AHRQ Views: Blog posts from AHRQ leaders
With AHRQ’s New Compendium, Researchers and Policymakers Gain Fresh Insights into Nation’s Health Systems
The architecture of health care delivery in America is undergoing significant changes. Networks of private hospitals, clinics, and medical practices have consolidated in ways that are impacting the care patients receive on a day-to-day basis. The proliferation of health systems is linked to several factors, including the advent of Accountable Care Organizations, bundled payments, and quality-based payment incentives.
Thus far, however, the health services research community has lacked a publicly available data resource that might shed light on the Nation’s health systems and the role they play in areas such as health care quality and patient safety.
AHRQ is extremely excited, therefore, to provide the Compendium of U.S. Health Systems, 2016—the first publicly available database that provides researchers, policymakers, and health care administrators with a snapshot of the Nation’s health systems. For this purpose, we have defined health systems as networks of at least one hospital connected via ownership to one or more physician groups.
The compendium shows:
- By the end of 2016, there were 626 private health systems in the United States.
- About 70 percent of U.S. non-Federal general acute care hospitals are in health systems.
- Hospitals in these health systems account for roughly 88 percent of U.S. hospital beds and 92 percent of U.S. hospital discharges.
- Nearly 45 percent of U.S. physicians are in these systems.
- Nearly 75 percent of all U.S. hospitals that serve a high proportion of low-income patients are in these systems.
The data also show considerable variations in the size of health systems. About half include fewer than 3 hospitals and less than 250 physicians. A small number of systems, meanwhile, are characterized by many more hospitals and physicians.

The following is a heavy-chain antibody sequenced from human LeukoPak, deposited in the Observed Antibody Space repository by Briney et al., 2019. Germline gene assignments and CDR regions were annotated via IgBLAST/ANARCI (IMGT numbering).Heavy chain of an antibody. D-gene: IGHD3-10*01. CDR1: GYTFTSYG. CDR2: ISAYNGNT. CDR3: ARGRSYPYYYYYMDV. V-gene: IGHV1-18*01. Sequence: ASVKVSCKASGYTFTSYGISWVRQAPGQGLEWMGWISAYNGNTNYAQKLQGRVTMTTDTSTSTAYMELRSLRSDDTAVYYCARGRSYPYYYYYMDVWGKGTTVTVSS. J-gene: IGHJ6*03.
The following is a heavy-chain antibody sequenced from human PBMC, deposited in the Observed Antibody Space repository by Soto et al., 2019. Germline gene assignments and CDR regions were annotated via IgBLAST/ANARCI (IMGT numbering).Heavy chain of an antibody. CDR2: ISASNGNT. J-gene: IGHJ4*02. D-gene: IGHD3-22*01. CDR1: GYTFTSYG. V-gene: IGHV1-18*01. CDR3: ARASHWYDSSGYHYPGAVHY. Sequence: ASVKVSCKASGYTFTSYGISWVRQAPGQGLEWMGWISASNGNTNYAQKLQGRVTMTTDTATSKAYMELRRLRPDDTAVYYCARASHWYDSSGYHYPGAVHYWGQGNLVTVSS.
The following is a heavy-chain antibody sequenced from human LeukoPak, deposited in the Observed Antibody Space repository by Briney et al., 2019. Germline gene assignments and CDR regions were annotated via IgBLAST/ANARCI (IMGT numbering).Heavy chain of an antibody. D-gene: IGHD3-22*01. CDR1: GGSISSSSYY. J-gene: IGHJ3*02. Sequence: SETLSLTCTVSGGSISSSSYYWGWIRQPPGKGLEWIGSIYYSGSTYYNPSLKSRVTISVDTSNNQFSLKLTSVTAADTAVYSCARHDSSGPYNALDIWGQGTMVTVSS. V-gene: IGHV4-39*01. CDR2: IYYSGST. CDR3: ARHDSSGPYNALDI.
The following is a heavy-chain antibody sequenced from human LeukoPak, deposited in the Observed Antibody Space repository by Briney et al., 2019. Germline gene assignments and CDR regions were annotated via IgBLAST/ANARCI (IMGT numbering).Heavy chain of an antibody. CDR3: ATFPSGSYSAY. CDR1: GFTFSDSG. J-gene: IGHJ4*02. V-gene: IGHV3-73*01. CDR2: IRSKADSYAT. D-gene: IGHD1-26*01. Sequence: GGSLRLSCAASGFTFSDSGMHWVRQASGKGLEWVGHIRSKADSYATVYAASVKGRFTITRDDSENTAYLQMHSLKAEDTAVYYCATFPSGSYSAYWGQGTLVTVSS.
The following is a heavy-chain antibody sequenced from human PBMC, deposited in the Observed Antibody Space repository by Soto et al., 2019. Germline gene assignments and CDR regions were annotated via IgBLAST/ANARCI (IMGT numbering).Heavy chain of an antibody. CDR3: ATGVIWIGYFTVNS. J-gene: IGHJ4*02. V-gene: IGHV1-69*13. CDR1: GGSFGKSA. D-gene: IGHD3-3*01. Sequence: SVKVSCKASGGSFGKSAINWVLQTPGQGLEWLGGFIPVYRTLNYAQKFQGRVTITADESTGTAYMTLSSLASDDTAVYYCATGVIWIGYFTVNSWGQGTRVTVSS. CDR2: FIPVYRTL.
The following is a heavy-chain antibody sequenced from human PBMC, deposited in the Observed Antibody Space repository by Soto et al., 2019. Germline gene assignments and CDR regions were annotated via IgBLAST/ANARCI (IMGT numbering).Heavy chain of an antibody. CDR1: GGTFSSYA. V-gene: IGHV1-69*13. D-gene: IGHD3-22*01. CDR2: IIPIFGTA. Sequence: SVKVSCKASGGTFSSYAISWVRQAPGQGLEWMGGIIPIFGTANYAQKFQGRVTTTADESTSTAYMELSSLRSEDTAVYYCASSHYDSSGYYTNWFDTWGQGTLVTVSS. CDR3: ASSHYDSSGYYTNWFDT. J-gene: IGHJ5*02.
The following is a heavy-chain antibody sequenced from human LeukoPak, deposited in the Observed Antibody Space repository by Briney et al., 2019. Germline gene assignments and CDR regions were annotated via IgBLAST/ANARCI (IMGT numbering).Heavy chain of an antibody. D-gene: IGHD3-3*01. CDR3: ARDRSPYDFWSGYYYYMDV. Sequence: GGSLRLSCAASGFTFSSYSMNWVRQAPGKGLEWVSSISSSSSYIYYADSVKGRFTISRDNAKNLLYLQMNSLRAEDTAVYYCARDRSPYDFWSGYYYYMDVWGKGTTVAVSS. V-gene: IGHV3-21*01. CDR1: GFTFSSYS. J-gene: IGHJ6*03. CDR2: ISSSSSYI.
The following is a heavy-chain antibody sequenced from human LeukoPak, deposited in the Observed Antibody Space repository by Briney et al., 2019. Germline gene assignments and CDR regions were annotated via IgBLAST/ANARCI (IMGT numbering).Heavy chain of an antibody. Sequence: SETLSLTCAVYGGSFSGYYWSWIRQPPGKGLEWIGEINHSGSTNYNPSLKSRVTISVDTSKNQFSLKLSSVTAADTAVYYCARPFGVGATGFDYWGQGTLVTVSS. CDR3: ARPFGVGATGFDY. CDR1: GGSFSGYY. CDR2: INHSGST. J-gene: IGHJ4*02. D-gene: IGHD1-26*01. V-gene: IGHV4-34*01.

The compendium exemplifies the Agency’s ongoing commitment to collect, analyze, and disseminate data in ways that support quality improvement efforts. It was developed through AHRQ’s Comparative Health Systems Performance (CHSP) Initiative.
The CHSP Initiative is a collaboration among researchers at Dartmouth College, the National Bureau of Economic Research, and RAND to examine systems’ use of evidence-based medicine and explore factors that contribute to high performance. Mathematica Policy Research is supporting coordination of the initiative.
The compendium will evolve over time. It currently provides a 2016 list of health systems developed with data from sources that cover the entire U.S.: the American Hospital Association Annual Survey Database, 2015; QuintilesIMS™ Healthcare Organization Services (OneKey Organizations [HCOS]), 2016; and the SK&A Healthcare Databases, 2016.
AHRQ acknowledges the need to consider alternative definitions of health systems. CHSP Initiative collaborators, in fact, have developed distinct definitions that were developed to support their individual areas of interest.
The Agency also understands the limitations of the compendium’s definition. The requirement of “at least one hospital,” for example, excludes some organizations that provide care without an ownership or tight co-management relationship with a hospital. New data and information, however, may result in a revised definition.
But even with these limitations, we believe there is value in the research that will result from the release of the compendium. The compendium will be updated regularly so that policymakers, health system leaders, payers, and others can track trends over time. We are making these data publicly available, and we encourage researchers to initiate their own investigative projects.
Our new series of Data Highlights publications will provide periodic digests of updated health systems data. Likewise, our CHSP Initiative web pages will offer links to new journal publications authored by CHSP Initiative collaborators.
By working with some of the Nation’s leading experts on health systems, AHRQ is opening doors to an area that plays an increasingly important role in today’s delivery of care. We hope you’ll follow our progress as we continue to learn more!
Dr. Arnold is Deputy Director of AHRQ.